Recently I journeyed to our capital to attend Nickel '97: The Nickel User's Environmental Conference. Much of the conference focused on uses for nickel other than for plating. However, there was one topic that most industry can relate to, Environmental Issues on the Agenda of the 105th Congress.
Nanden Kenkeremath, counsel, House Commerce Subcommittee on Commerce, Trade and Hazardous Materials, stated that there will be more regulations over the next four years and more costs. According to Mr. Kenkeremath, there are three fundamental dynamics at work in Washington. One is that EPA sees unlimited shelf space for regulations. A second is that of hypocrisy. If a bipartisan legislation is passed, one party takes all the credit (the one in the White House). The third fundamental dynamic at work is the political process. It is so complicated and involved that it thwarts a good agenda.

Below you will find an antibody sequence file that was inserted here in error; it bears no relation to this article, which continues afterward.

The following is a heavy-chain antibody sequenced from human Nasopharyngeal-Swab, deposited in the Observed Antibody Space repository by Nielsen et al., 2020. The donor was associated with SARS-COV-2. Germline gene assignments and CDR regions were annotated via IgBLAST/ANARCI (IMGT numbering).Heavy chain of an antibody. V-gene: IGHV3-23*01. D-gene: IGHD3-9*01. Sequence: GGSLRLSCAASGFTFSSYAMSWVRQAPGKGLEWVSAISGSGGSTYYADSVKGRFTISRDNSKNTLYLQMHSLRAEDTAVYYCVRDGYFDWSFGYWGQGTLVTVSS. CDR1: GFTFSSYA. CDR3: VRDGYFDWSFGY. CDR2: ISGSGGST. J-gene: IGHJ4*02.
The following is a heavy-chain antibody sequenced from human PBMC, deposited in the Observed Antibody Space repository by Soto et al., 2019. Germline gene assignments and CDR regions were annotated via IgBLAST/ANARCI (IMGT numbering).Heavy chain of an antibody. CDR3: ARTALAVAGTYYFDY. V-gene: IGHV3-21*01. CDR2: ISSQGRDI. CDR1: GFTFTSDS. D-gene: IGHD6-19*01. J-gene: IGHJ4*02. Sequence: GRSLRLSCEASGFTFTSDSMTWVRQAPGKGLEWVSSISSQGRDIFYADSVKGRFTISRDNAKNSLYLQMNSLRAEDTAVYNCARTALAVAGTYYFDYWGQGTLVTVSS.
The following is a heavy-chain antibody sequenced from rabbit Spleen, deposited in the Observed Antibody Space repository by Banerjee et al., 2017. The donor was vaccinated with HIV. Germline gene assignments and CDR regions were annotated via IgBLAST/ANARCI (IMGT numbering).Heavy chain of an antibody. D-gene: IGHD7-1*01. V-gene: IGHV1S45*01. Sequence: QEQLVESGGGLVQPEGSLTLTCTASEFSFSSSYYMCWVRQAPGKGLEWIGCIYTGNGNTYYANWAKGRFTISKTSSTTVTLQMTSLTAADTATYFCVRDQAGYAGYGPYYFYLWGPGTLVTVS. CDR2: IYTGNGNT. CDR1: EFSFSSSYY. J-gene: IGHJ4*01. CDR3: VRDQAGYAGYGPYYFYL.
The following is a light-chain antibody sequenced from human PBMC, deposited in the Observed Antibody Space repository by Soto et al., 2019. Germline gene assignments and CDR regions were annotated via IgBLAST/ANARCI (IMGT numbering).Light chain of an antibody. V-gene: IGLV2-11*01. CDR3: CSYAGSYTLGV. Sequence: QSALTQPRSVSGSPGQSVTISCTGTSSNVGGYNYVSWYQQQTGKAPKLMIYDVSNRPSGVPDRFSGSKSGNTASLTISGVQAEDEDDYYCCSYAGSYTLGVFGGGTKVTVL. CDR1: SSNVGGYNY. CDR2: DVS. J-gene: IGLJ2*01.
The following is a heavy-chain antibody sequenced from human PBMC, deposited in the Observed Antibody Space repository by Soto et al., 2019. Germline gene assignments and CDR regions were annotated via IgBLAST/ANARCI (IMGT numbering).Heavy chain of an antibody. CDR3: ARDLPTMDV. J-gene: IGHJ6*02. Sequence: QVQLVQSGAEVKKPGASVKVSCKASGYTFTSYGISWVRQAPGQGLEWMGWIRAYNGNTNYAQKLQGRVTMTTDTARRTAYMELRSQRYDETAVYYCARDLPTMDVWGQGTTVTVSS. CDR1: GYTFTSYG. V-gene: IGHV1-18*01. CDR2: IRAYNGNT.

Dr. Harvey Alter, U.S. Chamber of Commerce and Business Recycling Coalition, has been around Washington for a while. At least it seemed that way. Dr. Alter stated that in Washington it is Democrat vs. Republican. No one wants anyone to have credit for anything. Dr. Alter also noted that the relationship between Washington and the states is strained. He added that there will be great change in environmental law over the next 10 years, and he is not optimistic about it for industry or trade.
Bill Sonntag, vice president of NES, the lobbying group for the NAMF/AESF/MFSA, had a more positive presentation. He told the group how the finishing industry has worked with the government successfully. He sighted the finishing industry's cooperation and success in the Common Sense Initiative. He also noted the accomplishments of other groups, such as the Milwaukee Branch of AESF, which raised considerable funds for lobbying efforts.
It is quite frustrating to see all the government representatives preaching doom and gloom. Who wants to work within a system that appears to have numerous internal conflicts? One panelist said that the Common Sense Initiative has failed. Not for the finishers. Our representative, Bill Sonntag, was the only panelist to deliver a positive and cooperative viewpoint. Hurrah, for us!